Michael Pena wanted to sit closer to the floor-to-ceiling windows at NoMI during a recent lunch — and who wouldn't? The trendy restaurant on the seventh floor of the Park Hyatt hotel offers customers a scenic view of Michigan Avenue and the Water Tower building, and in the case of Pena, who shares top billing with Jake Gyllenhaal in the upcoming film "End of Watch," a far different view from the one he was used to growing up in Chicago.
Pena was raised by his Mexican parents in the North Lawndale area across from Douglas Park, which he said was swarming with gangbangers and drug addicts. He worked at Harris Bank in the Chicago Board of Trade before quitting to move to Los Angeles, his current home, to pursue acting 16 years ago. "I might go to the Board of Trade later to see who still works there," said Pena, 36, midway through a full day of press for "End of Watch," a found-footage cop film in theaters Friday.
Pena has quietly built a resume that includes two Oscar-winning films ("Crash" and "Million Dollar Baby") and one that was nominated but lost ("Babel"). Next year he will appear in "Gangster Squad" with Ryan Gosling and Sean Penn and star in a Diego Luna-directed biopic about Mexican labor leader Cesar Chavez. And yet Pena, who has also appeared in films with Brad Pitt, Tom Cruise, Clint Eastwood and Eddie Murphy, has a hard time seeing himself as a celebrity, as I learned during lunch.
(The following is an edited version of a longer conversation.)
Michael: I love the style of this place.
Luis: You picked it, right?
Michael: No, (the publicists) did. … I'm usually taking a nap at this time. I was up, like, at 5:30 a.m.
Waiter: Are you gentlemen ready to order any food?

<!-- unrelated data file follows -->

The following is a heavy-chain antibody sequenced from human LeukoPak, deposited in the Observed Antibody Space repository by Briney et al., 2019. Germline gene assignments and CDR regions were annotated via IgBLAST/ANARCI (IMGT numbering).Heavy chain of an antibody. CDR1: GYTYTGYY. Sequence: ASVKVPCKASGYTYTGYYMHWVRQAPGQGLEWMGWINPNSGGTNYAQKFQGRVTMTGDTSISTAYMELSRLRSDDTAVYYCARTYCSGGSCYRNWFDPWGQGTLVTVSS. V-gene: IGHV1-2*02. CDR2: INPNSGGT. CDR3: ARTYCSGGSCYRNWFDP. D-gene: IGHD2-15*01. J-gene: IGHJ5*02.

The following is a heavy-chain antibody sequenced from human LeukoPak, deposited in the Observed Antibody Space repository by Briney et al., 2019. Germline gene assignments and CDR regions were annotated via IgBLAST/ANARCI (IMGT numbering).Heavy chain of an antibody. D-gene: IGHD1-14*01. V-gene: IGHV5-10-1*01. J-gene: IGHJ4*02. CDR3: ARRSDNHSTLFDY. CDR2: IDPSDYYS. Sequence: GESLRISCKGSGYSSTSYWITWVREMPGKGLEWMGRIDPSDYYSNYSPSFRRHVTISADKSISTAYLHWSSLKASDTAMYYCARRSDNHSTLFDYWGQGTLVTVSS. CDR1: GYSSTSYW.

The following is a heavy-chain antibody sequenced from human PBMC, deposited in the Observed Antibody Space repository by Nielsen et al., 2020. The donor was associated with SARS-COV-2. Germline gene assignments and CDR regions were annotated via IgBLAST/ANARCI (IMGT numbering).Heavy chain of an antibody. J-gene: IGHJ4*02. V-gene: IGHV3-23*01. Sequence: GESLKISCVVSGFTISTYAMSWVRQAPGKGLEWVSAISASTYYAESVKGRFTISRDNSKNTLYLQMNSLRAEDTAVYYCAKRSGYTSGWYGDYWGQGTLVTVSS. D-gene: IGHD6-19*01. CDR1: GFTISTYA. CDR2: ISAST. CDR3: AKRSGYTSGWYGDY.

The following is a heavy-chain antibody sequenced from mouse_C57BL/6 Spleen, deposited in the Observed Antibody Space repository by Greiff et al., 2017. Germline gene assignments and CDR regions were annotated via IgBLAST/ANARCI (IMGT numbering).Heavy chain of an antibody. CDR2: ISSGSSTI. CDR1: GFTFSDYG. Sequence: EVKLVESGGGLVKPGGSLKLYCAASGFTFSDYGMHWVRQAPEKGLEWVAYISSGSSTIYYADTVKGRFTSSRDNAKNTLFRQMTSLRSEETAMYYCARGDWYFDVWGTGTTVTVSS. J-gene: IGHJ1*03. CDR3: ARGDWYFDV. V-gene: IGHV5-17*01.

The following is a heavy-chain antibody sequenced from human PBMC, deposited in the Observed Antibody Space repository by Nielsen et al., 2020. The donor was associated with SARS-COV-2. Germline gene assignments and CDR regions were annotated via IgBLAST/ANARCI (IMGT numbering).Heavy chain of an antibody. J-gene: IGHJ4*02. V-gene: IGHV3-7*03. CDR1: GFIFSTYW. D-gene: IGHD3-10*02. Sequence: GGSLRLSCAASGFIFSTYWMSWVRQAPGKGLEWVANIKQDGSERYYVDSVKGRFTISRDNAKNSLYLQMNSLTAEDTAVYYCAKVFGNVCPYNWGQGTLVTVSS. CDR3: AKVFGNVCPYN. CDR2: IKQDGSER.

Michael: Can I get the sweet corn soup? And then can I get the Farmhouse Bowl (salad) and the spicy tuna roll. I think that should be enough food, right?
Michael: This is for …?
Luis: The Tribune.
Michael: I grew up reading the newspapers, mostly the sports section. I was a wrestler and would check to see if I was ranked. I went to Marist (High School) originally and went downstate a couple times. I ended up not being able to wrestle my senior year because I had a broken nose and dislocated … everything (from wrestling).
Luis: Where is your cauliflower ear?
Michael: I got it drained. I had a girlfriend at the time, and she didn't want me to have that. It looked nasty. Those guys who have girlfriends that don't give a crap, that's real love.
Luis: What made you want to wrestle?
Michael: I loved WWF as a kid. I went to try out and was like, "What kind of wrestling is this?" There weren't any body slams. No top ropes. I used to be that out of it. I was like, "I'm leaving." As soon as I was about to leave, the coach was like, "Are you going out for wrestling?" "I'm thinking about it." So I was stuck. I wasn't the strongest guy — kind of like acting. I wasn't like the most good-looking guy. I was pretty average. The No. 1 thing is the motivation to win. How am I going to beat this guy? In acting, I'm going up against models. How will I get this part?
Luis: Did you wrestle with family members?
Michael: No. My brother would kick my (butt), but not anymore. When I was 17, I went from 5 (foot) 3 to 5 (foot) 9 in like a summer. I saw him yesterday at the ("End of Watch") screening. He's a corrections officer and was there with co-workers. He came up to me and said, "Congratulations, Mike. I'm proud of you." It was really kind of a special moment. There aren't too many moments where my big brother says that. He didn't even say that when he saw me in "Crash." For me, ("End of Watch") is one of the most gratifying roles I've done. "Crash" is definitely one as well. I felt like I knew the character and was living the character in both cases.
(The food arrives.)